Rather than a traditional biography, I thought it would be fun to create a thread of anecdotes - either stories others told about D H Hill or stories he told about others. As a founding member of the Official D H Hill Fan Club, I felt it my duty and obligation to start this thread. I realize that D H Hill is not a "popular" choice for many. There are just a handful of members of the fan club. But I hope that many contributors will post anecdotes in this thread.
Confederate Lieutenant General Daniel Harvey Hill, more commonly known as D. H. Hill, was born 12 July 1821 at Hill's Iron Works, in York District, South Carolina. His parents, Solomon and Nancy Cabeen Hill. His paternal grandfather, Col. William "Billy" Hill, an Irish immigrant who operated an iron works which manufactured cannon for the Continental Army during the American Revolutionary War. His maternal grandfather was a Scottish immigrant. Daniel Harvey Hill was West Point educated, abrasive, demanding, a strict disciplinarian, deeply religious, sometimes brilliant, sometimes not. I've always found his dry sarcastic wit endearing.
Here's one of my favorite examples of Hill's tactful sarcasm. Writing to Jubal A Early in response to Early's request for information for use in his memoirs, D H Hill writes:
"In comparing my statistics with yours in my address, I wished to say, "General Early knows more of Confederate history than any man now living, probably for the reason that he has never moved out of the Confederacy"--but I know you did not like some haversack anecdotes which were entirely to your credit, and which endeared you to thousands of our people. You were so fortunate, or unfortunate, as to be considered the wittiest man in the army and doubtless many clever and witty things were put upon you in consequence."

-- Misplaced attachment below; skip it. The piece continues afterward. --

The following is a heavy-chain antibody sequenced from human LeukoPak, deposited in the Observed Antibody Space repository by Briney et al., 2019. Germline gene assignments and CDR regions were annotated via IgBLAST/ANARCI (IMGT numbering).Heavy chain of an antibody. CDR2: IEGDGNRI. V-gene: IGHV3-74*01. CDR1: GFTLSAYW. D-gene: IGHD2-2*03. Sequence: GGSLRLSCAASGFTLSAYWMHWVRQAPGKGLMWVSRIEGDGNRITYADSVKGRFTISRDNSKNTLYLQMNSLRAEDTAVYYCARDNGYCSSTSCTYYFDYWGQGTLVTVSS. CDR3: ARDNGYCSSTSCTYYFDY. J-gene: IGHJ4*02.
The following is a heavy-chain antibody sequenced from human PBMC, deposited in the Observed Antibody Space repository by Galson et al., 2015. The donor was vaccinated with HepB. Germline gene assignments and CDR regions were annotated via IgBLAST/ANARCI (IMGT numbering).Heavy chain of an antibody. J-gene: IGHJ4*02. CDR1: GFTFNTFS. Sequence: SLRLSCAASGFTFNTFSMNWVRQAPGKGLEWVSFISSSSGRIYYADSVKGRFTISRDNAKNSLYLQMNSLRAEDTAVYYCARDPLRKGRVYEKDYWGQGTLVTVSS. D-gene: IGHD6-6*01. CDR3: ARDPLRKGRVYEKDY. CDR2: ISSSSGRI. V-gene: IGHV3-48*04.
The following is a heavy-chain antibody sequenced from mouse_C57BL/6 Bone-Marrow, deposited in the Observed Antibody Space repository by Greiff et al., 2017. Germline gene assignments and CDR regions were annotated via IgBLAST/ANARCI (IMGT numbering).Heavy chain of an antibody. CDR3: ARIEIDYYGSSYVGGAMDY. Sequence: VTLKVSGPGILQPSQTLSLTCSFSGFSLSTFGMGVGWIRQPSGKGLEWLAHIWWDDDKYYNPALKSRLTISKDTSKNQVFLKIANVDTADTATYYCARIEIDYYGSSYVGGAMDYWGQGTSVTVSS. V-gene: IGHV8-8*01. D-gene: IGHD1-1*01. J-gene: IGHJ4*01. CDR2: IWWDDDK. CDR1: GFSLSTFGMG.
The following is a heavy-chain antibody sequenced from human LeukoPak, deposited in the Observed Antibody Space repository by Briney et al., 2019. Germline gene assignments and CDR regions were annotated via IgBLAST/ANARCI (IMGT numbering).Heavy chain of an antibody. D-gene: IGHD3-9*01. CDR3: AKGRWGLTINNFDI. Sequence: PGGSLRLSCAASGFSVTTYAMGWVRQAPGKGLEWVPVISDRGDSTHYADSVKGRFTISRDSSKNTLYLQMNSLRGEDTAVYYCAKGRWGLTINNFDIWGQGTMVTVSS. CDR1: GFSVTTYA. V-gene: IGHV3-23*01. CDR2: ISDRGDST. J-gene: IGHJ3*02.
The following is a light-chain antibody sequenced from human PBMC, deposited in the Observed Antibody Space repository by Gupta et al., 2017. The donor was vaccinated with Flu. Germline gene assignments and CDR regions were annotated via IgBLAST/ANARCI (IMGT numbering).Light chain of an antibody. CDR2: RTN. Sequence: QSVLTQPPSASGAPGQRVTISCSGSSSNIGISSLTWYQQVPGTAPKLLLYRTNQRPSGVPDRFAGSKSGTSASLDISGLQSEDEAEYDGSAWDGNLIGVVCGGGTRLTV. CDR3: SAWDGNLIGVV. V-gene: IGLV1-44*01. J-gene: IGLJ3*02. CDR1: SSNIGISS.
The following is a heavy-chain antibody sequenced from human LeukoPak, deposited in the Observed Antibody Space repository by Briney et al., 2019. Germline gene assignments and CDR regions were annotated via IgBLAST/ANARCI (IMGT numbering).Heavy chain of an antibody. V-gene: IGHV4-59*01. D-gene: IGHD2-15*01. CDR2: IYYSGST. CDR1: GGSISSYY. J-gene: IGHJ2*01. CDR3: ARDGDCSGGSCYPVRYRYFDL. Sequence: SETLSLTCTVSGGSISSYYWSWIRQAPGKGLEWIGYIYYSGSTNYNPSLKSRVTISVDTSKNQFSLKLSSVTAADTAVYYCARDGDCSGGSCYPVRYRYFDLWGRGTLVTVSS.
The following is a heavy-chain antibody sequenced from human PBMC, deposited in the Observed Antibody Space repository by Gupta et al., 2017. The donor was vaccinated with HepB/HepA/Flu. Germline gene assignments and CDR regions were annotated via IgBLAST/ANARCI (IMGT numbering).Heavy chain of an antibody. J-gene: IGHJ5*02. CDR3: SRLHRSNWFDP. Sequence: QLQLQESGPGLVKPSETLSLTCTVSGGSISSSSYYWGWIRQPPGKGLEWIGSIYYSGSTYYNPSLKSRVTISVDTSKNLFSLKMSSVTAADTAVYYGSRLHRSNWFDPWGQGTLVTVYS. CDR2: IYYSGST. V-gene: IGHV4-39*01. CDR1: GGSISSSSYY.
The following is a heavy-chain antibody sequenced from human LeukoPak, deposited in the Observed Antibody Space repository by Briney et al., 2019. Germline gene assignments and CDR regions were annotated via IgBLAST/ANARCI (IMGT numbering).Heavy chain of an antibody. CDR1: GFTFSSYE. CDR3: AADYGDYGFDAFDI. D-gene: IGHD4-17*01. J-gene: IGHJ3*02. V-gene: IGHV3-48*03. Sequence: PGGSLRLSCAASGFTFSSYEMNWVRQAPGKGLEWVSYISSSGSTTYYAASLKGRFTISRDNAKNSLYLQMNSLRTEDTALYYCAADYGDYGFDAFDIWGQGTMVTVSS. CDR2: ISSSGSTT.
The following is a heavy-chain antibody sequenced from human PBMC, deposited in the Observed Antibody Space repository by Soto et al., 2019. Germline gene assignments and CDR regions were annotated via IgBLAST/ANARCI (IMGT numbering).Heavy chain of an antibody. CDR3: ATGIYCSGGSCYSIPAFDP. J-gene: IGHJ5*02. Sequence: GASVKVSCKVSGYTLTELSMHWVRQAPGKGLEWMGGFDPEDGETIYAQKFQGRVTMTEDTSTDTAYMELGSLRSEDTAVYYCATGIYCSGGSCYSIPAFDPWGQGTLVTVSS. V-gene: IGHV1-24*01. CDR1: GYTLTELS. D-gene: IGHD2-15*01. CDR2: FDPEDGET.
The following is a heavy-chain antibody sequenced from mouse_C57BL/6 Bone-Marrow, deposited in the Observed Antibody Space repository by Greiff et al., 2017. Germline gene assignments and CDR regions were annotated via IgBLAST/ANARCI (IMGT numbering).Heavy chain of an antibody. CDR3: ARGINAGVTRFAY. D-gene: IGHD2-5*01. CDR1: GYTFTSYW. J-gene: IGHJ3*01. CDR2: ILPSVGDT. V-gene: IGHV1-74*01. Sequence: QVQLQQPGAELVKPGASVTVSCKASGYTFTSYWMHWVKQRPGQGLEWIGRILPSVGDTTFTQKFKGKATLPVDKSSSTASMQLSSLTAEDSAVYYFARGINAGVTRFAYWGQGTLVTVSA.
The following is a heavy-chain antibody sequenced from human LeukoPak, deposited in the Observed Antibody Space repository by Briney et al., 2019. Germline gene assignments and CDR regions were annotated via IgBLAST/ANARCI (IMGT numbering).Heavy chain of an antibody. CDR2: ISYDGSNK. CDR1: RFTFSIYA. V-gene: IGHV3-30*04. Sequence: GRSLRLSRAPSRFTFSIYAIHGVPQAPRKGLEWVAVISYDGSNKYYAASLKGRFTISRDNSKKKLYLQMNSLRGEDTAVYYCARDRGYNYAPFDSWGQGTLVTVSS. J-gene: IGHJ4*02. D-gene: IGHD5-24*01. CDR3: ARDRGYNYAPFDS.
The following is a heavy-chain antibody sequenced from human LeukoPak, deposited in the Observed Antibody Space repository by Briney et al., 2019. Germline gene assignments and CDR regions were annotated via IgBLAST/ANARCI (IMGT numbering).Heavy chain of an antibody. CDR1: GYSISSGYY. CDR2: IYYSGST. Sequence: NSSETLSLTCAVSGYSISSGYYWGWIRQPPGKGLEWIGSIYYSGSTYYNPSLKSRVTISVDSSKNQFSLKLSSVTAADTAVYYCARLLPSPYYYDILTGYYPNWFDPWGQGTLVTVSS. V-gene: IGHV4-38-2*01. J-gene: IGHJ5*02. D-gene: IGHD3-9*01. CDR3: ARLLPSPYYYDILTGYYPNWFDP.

Now, it seems to me you'd have to read that and easily understand Hill's intent? Knowing that Jubal Early was reversed at Cedar Creek; lost the confidence of his army; and was removed from command by General Lee? But apparently Early missed Hill's sarcasm? Early was evidently so flattered that he included the comment in his own memoirs entitled Lieutenant General Jubal Anderson Early C.S.A. Autobiographical Sketch and Narrative of the War Between the States.
Here's a funny story Hill told as part of an address he delivered on Oct. 22, 1885 before the Reunion of the Virginia Division, A. N. V. Association:
At Yorktown, a colonel called out his regiment, formed it in line and began to scold the men sav-agely for some breach of discipline. In the midst of his vituperation a donkey began an unmerciful bray, when a unanimous shout came up from the impenitent and sorrowless gray-coats, " Hold on. Colonel, one at a time, one at a time." There is a delicacy of insinuation about this reply, which makes it unsurpassed and unsurpassable. No! I was not that colonel....
And here's a snip from a "noble and eloquent tribute" to the memory of D H Hill. Originally published in the The Charleston News and Courier, the piece was reprinted in the Charlotte Democrat on October 4, 1889, about a week after his death.
The Charlotte Democrat., October 04, 1889, page 3.
Please add your favorite D H Hill anecdotes, in celebration of his birthday July 12th. @OldReliable1862 @BillO @Nathanb1 @luinrina @RochesterBill @Stony
OP Image from: Elements of Algebra, D H Hill, J.B. Lippincott, 1857, p. 124.